Wednesday, October 6, 2010

Best Food in Shanghai

My hotel had an awesome Western restaurant and bar called Pinnacle Peak on the fifth floor, where I had a great steak one night, and a terrific tenderloin sandwich for lunch. But other than that, I ate Chinese at almost every meal. Here are some highlights:

Shanghai Grandmother: in the Bund
Special beef stew with carrots and celery
Braised green beans and potatoes
Rice, mineral water
67 Yuan



Nina's Spicy Cuisine: 5th floor of No. 1 Department Store
Sichuan beef, bamboo shoots and peppers
Dried eggplant and peppers
Green beans, peppers and meat
68 Yuan



Bullfrog Storm: near Zendai Art Museum
Duck Soup (one whole duck)
Vegetable rice
86 Yuan



Kathleen's 5: top of Shanghai Art Museum
Smoked salmon wth angel-hair pasta
Grilled asparagus
White wine
Chocolate mudcake
150 Yuan (+ 90 Yuan per glass of wine)


The food was very good, but the real reason to eat at Kathleen's 5 is top floor glass-walled view:



City Restaurant: at my hotel
Braised beef ribs in pepper sauce
Stewed cucumbers and pickled cucumbers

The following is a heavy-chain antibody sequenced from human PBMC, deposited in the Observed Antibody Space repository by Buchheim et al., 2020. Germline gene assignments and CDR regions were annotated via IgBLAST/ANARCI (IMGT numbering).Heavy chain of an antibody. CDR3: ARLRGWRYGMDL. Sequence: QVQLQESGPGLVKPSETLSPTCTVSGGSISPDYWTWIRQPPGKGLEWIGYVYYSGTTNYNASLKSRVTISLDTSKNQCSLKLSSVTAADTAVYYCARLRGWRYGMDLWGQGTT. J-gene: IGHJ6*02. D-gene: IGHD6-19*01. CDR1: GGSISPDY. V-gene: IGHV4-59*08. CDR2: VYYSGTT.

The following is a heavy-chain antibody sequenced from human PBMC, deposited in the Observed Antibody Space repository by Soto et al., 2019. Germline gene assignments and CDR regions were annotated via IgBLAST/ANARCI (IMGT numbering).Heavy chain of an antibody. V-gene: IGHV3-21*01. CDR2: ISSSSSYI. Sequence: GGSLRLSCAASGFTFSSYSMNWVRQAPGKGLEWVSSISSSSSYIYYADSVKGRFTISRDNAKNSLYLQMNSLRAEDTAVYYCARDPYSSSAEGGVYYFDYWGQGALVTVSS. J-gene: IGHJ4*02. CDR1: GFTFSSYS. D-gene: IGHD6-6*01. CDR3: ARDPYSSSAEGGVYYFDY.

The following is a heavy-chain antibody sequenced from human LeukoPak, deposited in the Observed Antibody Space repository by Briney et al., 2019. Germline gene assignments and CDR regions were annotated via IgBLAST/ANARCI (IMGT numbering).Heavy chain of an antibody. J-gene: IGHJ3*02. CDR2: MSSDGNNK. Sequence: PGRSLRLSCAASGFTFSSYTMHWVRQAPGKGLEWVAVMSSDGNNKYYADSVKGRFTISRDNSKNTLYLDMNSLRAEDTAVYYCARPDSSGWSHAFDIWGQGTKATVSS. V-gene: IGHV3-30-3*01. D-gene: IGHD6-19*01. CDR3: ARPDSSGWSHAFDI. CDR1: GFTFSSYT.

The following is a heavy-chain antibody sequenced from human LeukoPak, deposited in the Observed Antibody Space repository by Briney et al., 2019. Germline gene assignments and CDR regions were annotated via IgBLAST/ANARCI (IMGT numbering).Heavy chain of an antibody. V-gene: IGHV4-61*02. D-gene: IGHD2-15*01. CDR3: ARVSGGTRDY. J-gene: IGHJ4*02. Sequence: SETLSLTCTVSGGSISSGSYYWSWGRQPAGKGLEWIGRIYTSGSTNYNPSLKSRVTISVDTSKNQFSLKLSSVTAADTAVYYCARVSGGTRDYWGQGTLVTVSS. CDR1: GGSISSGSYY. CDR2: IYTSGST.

Eight delicacies in chili sauce
2 much Yuan


While this was a terrible meal, the cucumber/pickled cucumber dish--above--was actually awesome. Still, I was the only customer in the place at the time (about 8 PM), and the server never once checked on me. No wonder this restaurant is empty!

City Hotel Shanghai on South Shaanxi Rd is a fine choice of hotel, but stay away from City Restaurant (4th floor) and City Bar (Lobby). Definitely visit Pinnacle Peak, though.

The food in China is a highlight of any trip, and Shanghai is no exception. All the regional styles are represented, and food is a bargain compared to beer in a bar at 40 to 50 Yuan a pop--you can feed three or four people for the price of a couple drinks!

4 comments:

Chris said...

What's that shiny soup at the "Bullfrog Strom"? Or do I want to know?

Tuttle said...

That is a really, really tasty soup consisting of duck (Duck Soup, any Marx Bros fans?) with cilantro, potato slices, capers and ginger. Capers are popular in Sichuan cuisine.

Adeel said...

Great pictures. You definitely had a much better time than me. This is the Bund, as I saw it.

Tanner Brown said...

In China you just yell for the waiter when you need him/her. Uber-efficient, and seen as not at all rude.